The outputs from mixers 30 and 32 are respectively fed to IF amplifiers 40 and 42, each equipped with automatic gain control circuits 44 and 46 in conventional fashion. The intermediate frequency signals from the IF amplifiers are connected via corresponding lines 48 and 50 to the phase detector 52. Since the sum and difference channels are perfectly balanced, the effect of an incoming jamming signal at 24 becomes canceled by the phase detector 52. Therefore, the output of the phase detector 52 provides accurate angle tracking signals. The output from IF amplifier 40 is conditioned by circuit 54 which provides and input signal to range tracking circuits along connecting lead 56.
Referring to FIG. 2, a block diagram of the present jamming system 60 is illustrated. In order to generate large angle error jamming signals 24 at the output of this circuit that will be effective against a radar such as shown in FIG. 1, two millimeter wave frequency signals are transmitted. The frequency separation of these signals is made to match the threat radars IF channels.
A computer 62 stores footprint data from a host of likely radar signal emitters, such as an incoming radar guided missile. Electrical counter measure (ECM) digital data is generated for such a particular emitting source and the waveform generator 64 performs a digital/analog conversion to generate a corresponding analog control signal. A first waveform generator control signal is connected in parallel to a fixed frequency extended interactive amplifier (EIA) 68 which may be a vacuum tube klystrom. A second output from generator 64 is connected via line 70 to a frequency tuning system 72 which develops a scanning signal such as a sawtooth signal as illustrated at its output. The scanning signal is then fed to a second extended interactive amplifier 74 which generates a tuneable frequency due to the modulating effect of the tuning system 72 and its output signal such as a sawtooth. In order to insure that the first mentioned EIA 68 is stabilized, a clock 69 may be connected at its input. In order to drive each EIA, a high voltage power supply (HVPS) 75 receives primary power and distributes it along individual power input lines HV1, HV2, HTR of EIAs 68 and 74.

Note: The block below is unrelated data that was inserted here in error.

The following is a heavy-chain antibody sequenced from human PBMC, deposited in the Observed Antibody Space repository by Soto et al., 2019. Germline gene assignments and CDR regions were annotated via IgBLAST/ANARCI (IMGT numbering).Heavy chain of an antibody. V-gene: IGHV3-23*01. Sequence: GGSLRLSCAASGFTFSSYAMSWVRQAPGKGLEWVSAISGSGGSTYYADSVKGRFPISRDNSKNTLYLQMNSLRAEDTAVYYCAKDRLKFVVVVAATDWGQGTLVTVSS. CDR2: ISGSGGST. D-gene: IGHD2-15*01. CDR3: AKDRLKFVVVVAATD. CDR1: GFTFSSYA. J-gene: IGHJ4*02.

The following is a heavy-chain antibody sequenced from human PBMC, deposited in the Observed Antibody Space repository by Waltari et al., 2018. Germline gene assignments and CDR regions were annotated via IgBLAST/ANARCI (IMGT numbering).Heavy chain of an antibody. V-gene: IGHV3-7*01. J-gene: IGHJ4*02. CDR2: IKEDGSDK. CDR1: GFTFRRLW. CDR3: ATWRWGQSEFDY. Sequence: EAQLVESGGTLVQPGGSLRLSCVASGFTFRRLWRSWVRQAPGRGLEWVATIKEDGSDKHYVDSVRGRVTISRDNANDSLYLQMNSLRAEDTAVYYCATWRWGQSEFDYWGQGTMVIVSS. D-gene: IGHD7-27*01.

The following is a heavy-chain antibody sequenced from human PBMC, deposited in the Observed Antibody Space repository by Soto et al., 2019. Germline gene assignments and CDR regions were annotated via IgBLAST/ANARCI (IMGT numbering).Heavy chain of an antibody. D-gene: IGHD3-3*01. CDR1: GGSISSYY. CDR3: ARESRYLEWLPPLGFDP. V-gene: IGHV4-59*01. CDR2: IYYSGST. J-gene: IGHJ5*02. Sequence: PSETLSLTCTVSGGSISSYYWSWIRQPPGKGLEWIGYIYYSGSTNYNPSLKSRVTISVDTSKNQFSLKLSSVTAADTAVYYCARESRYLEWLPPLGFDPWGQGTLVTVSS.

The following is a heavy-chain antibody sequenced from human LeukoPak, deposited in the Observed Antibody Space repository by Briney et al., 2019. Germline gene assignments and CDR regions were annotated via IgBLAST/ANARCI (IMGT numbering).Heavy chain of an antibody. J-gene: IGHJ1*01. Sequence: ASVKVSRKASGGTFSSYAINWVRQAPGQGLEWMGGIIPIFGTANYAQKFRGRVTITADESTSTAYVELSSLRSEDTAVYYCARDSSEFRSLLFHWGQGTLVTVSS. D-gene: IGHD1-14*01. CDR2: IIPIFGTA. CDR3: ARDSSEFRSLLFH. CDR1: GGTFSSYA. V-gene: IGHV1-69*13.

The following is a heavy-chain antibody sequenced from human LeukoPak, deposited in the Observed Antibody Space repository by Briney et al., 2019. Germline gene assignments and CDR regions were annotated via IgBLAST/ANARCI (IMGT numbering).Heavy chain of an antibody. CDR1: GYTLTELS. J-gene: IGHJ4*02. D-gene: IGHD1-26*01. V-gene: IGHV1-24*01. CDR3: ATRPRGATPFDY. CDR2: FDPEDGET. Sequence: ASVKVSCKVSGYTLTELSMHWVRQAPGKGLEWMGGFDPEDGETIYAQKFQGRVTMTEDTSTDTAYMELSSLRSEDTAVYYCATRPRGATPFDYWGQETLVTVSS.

Individual waveguides 76 and 78 carry the respective fixed and scanning signals from EIAs 68 and 74 to respective horns 80 and 82 of a jamming antenna 84. The result will be the transmission of two jamming tones, at different frequencies, as generally indicated by reference numeral 24. In order to properly point the antenna 84 toward an incoming threat, a conventional antenna control system 86 is provided with azimuth and elevation commands 90 and 92 from a surveillance radar system at the jamming site. This is particularly important if the jammer is installed on-board a ship which constantly changes its position due to sea action.
The individual frequency components of the jamming signal are operative about a fixed frequency that greatly exceeds the operating bands of an approaching monopulse tracking radar. In particular, if such a tracking radar is operating at normal bands of interest (e.g. C, X, and Ku bands), the frequencies generated by the present invention should be millimeter wave signals which will create random unpredictable modes in the receiver circuit of an incoming tracking radar. Unpredictable behavior will result in extreme imbalance in angle tracking circuitry thereby causing a monopulse tracking radar antenna to slew off the jammer thus protecting the jamming site. The frequency separation of the fixed and tuneable frequencies generated by present jamming circuitry is made to match the threat radar's IF channels. For example, if a radar threat has an IF of 60 mhz, the two millimeter wave jamming frequencies must be separated by 60 mhz.
Thus, as will be appreciated, the present invention greatly increases the electronic countermeasure (ECM) capability of a jammer against an incoming threat.
It should be understood that the invention is not limited to the exact details of construction shown and described herein for obvious modifications will occur to persons skilled in the art.
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|Feb 20, 1992||AS||Assignment|
Owner name: GRUMMAN AEROSPACE CORPORATION, NEW YORK
Free format text: ASSIGNMENT OF ASSIGNORS INTEREST.;ASSIGNOR:JANUSAS, SAULIUS;REEL/FRAME:006030/0596
Effective date: 19920211
|Sep 30, 1996||FPAY||Fee payment|
Year of fee payment: 4
|Oct 5, 2000||FPAY||Fee payment|
Year of fee payment: 8
|Oct 6, 2004||FPAY||Fee payment|
Year of fee payment: 12